They say that ghosts can slip through walls, but we can’t. We don’t know if it is something special about us, and by “special,” we mean the opposite, of course—some further way we can’t do what others take for granted: couldn’t polish silverware until it was so bright we could see our upside-down faces in the bowls of spoons; couldn’t embroider blue forget-me-nots on the corners of our husband’s handkerchiefs. We have wondered, more than once, if our ineptitudes, these small defects, are why we died: if we were better wives, more capable, he might have spared us.
Of course we know it was his fault, not ours—we remind ourselves that, every day, when one of us forgets, when one of us wrings her white-smoke hands. We hush her, we remind her that he is the sadist, the psychopath, the one who has issues with women; him alone the one to blame.
(Yet: we all did disobey him. That’s what we have in common, besides the bad luck of marrying a monster: we all promised never to use the key, and we all broke that promise. The moment the key turned in the lock, even before each of us dropped it and had to pick it up from the sticky floor, slick with blood, we felt not just horror but guilt).
“His fault, his fault,” we remind each other every day, when one or the other us wails “Why? Why did I come here, why did I turn the key?” But we have all been socialized, as young women, to blame ourselves. If someone looked our way with greedy eyes, it was our fault, for undoing the top buttons of our blouses; our mothers taught us that, their mothers taught them, and unlike our embroidery and dancing and silver-polishing, that is a lesson we have perfectly learnt.
We suspect that our disobedience is why we are stuck, forever, inside this room, with its sticky floor, its bloody hooks. Why we hover perpetually over our own dead bodies, which we try to caress, sometimes, stroking our own faces that less and less resemble our faces. But of course our fingertips can feel nothing, any more than steam from hot coffee can feel lips.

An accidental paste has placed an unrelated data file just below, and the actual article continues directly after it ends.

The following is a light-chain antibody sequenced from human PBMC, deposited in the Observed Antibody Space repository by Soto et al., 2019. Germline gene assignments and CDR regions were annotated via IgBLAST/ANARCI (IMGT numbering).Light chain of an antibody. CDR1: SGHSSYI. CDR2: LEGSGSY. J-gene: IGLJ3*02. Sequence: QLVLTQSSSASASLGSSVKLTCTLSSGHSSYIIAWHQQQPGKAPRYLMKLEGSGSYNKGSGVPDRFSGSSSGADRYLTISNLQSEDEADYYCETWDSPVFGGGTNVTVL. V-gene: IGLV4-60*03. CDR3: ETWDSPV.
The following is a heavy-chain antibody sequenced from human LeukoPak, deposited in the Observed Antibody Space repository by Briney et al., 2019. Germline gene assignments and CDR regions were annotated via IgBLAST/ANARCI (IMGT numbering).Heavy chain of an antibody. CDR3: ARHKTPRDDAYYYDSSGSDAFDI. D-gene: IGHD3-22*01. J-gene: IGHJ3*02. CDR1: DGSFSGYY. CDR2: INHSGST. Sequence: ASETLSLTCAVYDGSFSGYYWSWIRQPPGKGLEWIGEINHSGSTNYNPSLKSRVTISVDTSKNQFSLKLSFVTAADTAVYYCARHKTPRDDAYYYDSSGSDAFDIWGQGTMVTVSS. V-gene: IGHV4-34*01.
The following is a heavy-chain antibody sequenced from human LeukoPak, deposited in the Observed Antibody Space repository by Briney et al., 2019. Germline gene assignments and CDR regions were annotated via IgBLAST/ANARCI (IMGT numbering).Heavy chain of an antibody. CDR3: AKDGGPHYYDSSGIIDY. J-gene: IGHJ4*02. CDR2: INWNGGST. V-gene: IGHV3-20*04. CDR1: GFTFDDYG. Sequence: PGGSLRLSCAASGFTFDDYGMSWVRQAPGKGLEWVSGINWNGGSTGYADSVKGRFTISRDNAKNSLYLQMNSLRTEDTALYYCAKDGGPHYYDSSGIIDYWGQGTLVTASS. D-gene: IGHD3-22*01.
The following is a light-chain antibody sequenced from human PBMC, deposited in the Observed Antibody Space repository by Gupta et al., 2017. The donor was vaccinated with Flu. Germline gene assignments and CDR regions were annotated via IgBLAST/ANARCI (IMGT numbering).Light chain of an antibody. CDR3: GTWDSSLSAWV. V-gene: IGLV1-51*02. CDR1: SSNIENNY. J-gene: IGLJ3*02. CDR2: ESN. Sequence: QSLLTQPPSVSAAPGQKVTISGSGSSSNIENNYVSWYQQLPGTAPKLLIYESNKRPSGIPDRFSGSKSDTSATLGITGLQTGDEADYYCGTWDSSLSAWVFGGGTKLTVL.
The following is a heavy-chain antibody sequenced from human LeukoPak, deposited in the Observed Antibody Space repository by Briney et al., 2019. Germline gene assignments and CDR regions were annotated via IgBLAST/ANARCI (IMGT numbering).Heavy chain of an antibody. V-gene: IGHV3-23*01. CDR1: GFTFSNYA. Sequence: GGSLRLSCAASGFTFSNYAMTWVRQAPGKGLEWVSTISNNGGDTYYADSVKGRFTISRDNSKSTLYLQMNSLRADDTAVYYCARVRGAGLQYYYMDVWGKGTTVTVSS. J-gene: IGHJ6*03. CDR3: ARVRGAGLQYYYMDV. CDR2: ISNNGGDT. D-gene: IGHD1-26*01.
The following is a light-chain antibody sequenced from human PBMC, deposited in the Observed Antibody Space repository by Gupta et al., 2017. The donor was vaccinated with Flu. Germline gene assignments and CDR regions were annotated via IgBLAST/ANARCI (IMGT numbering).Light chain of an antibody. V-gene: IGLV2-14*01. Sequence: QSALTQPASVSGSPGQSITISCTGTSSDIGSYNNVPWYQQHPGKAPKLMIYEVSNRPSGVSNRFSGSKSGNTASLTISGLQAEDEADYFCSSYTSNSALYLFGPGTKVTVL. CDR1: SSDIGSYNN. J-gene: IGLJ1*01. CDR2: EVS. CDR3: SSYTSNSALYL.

We cannot leave this basement room, because we entered it. We broke our vow, he reminded us, though we didn’t see disappointment in his eyes, only triumph.
We cannot leave this room, with its slick stones and gas lanterns, always lit, their strange blue flame making us (vapor-us but also flesh-us, lying on the stone floor) likewise blue.
But we can hear through the walls: we hear so perfectly. We hear the servants polishing the silver upstairs, the squeak of cloth over the forks’ tines; we hear the pour of wine; we hear every time he brings a new bride into the castle. We hear the whine of bed springs. We hear sounds so soft that as humans we doubt we could have heard them, like the swish of the dressing gown she (the new one) unbelts, which slides to the bedchamber carpet in a silky pool. We hear the clank of the key ring he gives her, we hear him whisper, “But never use that small brass key. Promise me.” We hear her promise, and we remember our own demure promises, the way we looked down, shy maidens, though no longer maidens, and then looked up to see him gazing into our eyes.
What was he looking for? Some authentically obedient wife, at last?
We try to steer away from this line of thinking—that’s what will make us buckle to the floor and say “Why?” again, “Why did I turn the key?” And we will have to remind ourselves, once again: his fault, his fault. “Come, come,” we soothe each other. We try to avoid these negative mental grooves, but in this room, they always return. They are like the closed door at the end of a long, stone corridor.
We hear her upstairs, we hear her kiss him goodbye, we hear the clank of the keys in her pocket, we hear her handle them, like worry beads. She fingers the brass one. We cannot project our voices, but we project our thoughts: “Don’t come! Don’t come!” we shriek at her. Yet we know that she will hear only the last word, just as we did; that her head will tilt, reflecting; that she, like us, will come.
Kim Magowan lives in San Francisco and teaches in the Department of Literatures and Languages at Mills College. Her short story collection Undoing (2018) won the 2017 Moon City Press Fiction Award. Her novel The Light Source (2019) was published by 7.13 Books. Her fiction has been published in Colorado Review, Craft Literary, Forge, The Gettysburg Review, New Flash Fiction Review, Smokelong Quarterly, Wigleaf, and many other journals. Her stories have been selected for Best Small Fictions and Wigleaf’s Top 50. She is the Editor-in-Chief and Fiction Editor of Pithead Chapel. www.kimmagowan.com
Photography by Joshua Bartell